Pharmacy Chains Ready to Supply COVID-19 Vaccines

FRIDAY, Jan. 15, 2021 (HealthDay News) – Now that federal guidelines have expanded eligibility for the COVID-19 vaccine to include people over 65 and those of all ages with underlying health conditions, pharmacies are turning say they are ready, willing and able to do it. start kicking.

There is only one small problem: supply. But with two vaccines already available and others moving towards emergency use authorization, experts believe supply will likely catch up with demand soon.

Since Jan. 14, the federal retail pharmacy partnership program has called on two state-wide pharmacy chains to offer free COVID-19 vaccines. Pharmacies will be notified if they can participate in this initial rollout.

Led by Operation Warp Speed, the government’s vaccine development program, the plan will eventually allow more than 40,000 pharmacies across the country to inject 100 million vaccines in one month. CVS, Walgreens, Duane Reade, Costco, Walmart, Rite Aid, Publix and many more have already signed up as partners.

At least 250 million people in the United States are now eligible for COVID-19 vaccines, and pharmacies can help speed up the slower-than-expected vaccine distribution process, said Kathleen Jaeger, senior vice president of pharmaceutical care and advocacy advocate at the National Association of Chain Drug Stores (NACDS), a trade group based in Alexandria, Va., representing chain pharmacies.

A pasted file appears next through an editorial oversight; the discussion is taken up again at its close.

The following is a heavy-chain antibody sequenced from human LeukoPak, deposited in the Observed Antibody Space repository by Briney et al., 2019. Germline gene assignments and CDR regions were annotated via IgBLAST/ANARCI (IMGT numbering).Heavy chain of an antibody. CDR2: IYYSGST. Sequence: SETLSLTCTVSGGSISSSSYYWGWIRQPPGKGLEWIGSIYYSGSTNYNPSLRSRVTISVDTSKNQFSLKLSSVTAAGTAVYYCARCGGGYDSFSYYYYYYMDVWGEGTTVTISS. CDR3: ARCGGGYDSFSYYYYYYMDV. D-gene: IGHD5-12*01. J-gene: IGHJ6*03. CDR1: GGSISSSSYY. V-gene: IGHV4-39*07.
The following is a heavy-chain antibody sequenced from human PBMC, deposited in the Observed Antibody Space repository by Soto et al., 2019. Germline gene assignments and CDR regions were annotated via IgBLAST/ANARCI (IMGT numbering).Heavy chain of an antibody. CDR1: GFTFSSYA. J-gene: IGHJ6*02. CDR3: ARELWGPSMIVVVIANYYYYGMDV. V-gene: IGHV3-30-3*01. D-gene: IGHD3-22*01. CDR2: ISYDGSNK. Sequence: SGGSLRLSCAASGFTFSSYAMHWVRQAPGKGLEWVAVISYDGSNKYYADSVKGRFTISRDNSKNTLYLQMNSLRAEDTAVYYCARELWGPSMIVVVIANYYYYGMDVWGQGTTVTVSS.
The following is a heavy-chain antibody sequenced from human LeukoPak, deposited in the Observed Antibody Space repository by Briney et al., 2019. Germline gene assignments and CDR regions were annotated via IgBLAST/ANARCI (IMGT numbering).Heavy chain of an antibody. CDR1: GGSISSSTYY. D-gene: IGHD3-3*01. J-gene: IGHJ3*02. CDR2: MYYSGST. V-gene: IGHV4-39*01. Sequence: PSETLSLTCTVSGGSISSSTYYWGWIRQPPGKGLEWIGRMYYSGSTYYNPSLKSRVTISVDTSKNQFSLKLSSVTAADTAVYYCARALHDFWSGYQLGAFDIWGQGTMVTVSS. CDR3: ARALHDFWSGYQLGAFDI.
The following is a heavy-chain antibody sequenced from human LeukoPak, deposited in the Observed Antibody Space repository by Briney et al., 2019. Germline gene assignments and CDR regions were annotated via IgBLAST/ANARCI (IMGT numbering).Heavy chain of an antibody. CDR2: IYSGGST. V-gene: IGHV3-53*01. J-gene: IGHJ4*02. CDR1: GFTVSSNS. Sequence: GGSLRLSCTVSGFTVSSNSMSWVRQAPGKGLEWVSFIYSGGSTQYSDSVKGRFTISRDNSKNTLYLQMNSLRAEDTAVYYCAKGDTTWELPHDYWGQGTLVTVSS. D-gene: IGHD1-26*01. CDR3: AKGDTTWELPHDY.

“With 40,000 pharmacies and one vaccinator per store, it would be very easy to deliver 100 million doses of vaccine in a month,” Jaeger said at a NACDS press briefing on Wednesday.

“Many people live within five miles of a local pharmacy, so it will be easier to distribute the vaccines,” she said. “We are ready and our capacity is enormous.”

The exact manner in which pharmacies will distribute COVID-19 vaccines is not yet fully understood. They can use a meeting system to avoid long lines and congestion, she said. The government has asked 19 partner pharmacies to help develop a more precise game plan.

Allergic reactions to COVID-19 vaccines have raised concerns, and pharmacists can handle this as they are experienced in administering flu and H1N1 vaccines, she said. “We always observe a patient for 15 minutes after a vaccine,” she noted. If a person has a history of life-threatening allergic reactions, they should be vaccinated under strict medical supervision, she added.

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Jothi Venkat

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